Suthers keeps writing, weighs in on AG activism

John O'Brien Oct. 6, 2008, 2:25pm


WASHINGTON, D.C. (Legal Newsline) - A piece co-authored by Colorado Attorney General John Suthers is being featured on the Washington Legal Foundation's Web site.

Suthers, who has written five books, details what he sees as a recent expansion of the role of state attorney general, along with Geoff Blue, Suthers' Deputy Attorney General for Legal Policy. They say some attorneys general found the traditional role "too limiting."

"Encouraged by various interest groups, several state attorneys general have come to view their role as including litigation for the purpose of public policy change," Suthers wrote. "This development is a threat to the separation of governmental powers and has the potential to seriously undermine free enterprise."

Suthers, a Republican, became the state's attorney general in 2005 after a gubernatorial nomination and confirmation by the state Senate. He was elected to the post in 2006.

His most recent book describes his work at attorney general, prosecutor and private lawyer. His piece for the WLF says attorneys general "have become more litigious, more high-profile and more politically ambitious."

"State attorneys general are now routinely running for higher office, including governor or U.S. senator," Suthers wrote.

"In fact, political insiders now often joke that AG means 'almost governor' and NAAG (the National Association of Attorneys General) is really the 'National Association of Aspiring Governors.' That reality, in turn, has attracted more lawyers who have primarily a political background, rather than a legal background, to run for the office."

Political aspirations result in activism in office, Suthers wrote. He pointed to a few recent examples -- California's Bill Lockyer and New York's Eliot Spitzer and Andrew Cuomo.

Before Lockyer left office, he sued six major automobile manufacturers, alleging that the emissions of the products harmed the environment and created a public nuisance. He later became state treasurer.

"Not only is public nuisance a novel theory for a suit of this nature, but the case ignored the fact that the California legislature has imposed upon the auto manufacturers auto emission standards that are much stricter than the rest of the nation, and the companies have complied by specially manufacturing a significant portion of their fleets for sale in California," Suthers wrote.

"The suit also didn't acknowledge that it wasn't the auto manufacturers that built all the freeways on which the cars are driven. California's suit was summarily dismissed by a federal court as non-justiciable. The assistant attorney general in charge of it complained about the dismissal, proclaiming that if there is a problem, '(T)here needs to be a remedy for it.'"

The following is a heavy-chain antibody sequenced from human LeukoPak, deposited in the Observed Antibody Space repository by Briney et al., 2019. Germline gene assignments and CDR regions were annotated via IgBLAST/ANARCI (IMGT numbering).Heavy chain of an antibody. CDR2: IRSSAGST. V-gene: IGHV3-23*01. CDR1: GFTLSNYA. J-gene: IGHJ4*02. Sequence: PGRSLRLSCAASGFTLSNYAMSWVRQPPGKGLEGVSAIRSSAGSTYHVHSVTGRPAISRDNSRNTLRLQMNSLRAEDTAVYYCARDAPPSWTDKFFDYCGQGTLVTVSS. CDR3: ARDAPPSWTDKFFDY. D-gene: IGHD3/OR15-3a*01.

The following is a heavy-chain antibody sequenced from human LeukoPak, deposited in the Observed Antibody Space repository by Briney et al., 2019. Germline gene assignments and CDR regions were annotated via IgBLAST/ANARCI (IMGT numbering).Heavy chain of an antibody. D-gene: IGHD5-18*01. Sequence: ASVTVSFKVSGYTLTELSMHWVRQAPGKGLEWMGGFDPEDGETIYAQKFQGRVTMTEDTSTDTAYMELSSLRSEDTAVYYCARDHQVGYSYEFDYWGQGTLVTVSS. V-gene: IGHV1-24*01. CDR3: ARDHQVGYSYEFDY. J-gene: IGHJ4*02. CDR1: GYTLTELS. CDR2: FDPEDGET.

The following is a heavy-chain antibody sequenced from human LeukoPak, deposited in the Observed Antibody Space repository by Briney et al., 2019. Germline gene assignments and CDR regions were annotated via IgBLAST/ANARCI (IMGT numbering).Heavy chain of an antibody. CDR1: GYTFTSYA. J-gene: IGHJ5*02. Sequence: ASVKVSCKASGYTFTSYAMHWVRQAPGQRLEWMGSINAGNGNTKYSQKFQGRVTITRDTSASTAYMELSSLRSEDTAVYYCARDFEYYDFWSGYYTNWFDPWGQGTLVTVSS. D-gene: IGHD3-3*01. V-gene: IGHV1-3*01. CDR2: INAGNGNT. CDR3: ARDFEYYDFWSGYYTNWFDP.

Spitzer joined seven other attorneys general to sue five of the nation's largest utilities, claiming they were harming the atmosphere by releasing carbon dioxide. None of the utilities were located in the states represented by the attorneys general.

His successor, Cuomo, has taken steps to deter construction of power plants in Kansas and Colorado, Suthers said. Spitzer resigned as Governor this year after a sex scandal involving a prostitution ring.

"Despite the lack of a coherent legal theory on which to base their lawsuits, attorneys general are oftentimes able to extract settlements from the companies before a suit is filed. Why do the companies settle?" Suthers wrote.

"They settle because publicly-held companies threatened with a lawsuit by state attorneys general can rarely afford to fight it out in court. While they typically have sufficient profits and plenty of high-quality lawyers to fight the lawsuit, they also have an obligation to their shareholders to act in the shareholders' best interests."

Suthers said attorneys general should propose and encourage the passage of litigation, though should only file lawsuits when the law has been broken and there is sufficient evidence to prove it in court.

"It is not appropriate for attorneys general to pursue litigation that doesn't derive from constitutional or statutory authority, but rather represents the attorney general's personal view of what constitutes the public interest," Suthers wrote.

"Some of the litigation that state attorneys general are currently constitutes a dramatic circumvention of the legislative function in a manner that the governor or other executive officer could never accomplish."

The WLF says its mission is to work with friends in government and the legal system to maintain a balance in courts that strengthen America's free enterprise system.

From Legal Newsline: Reach John O'Brien by e-mail at

More News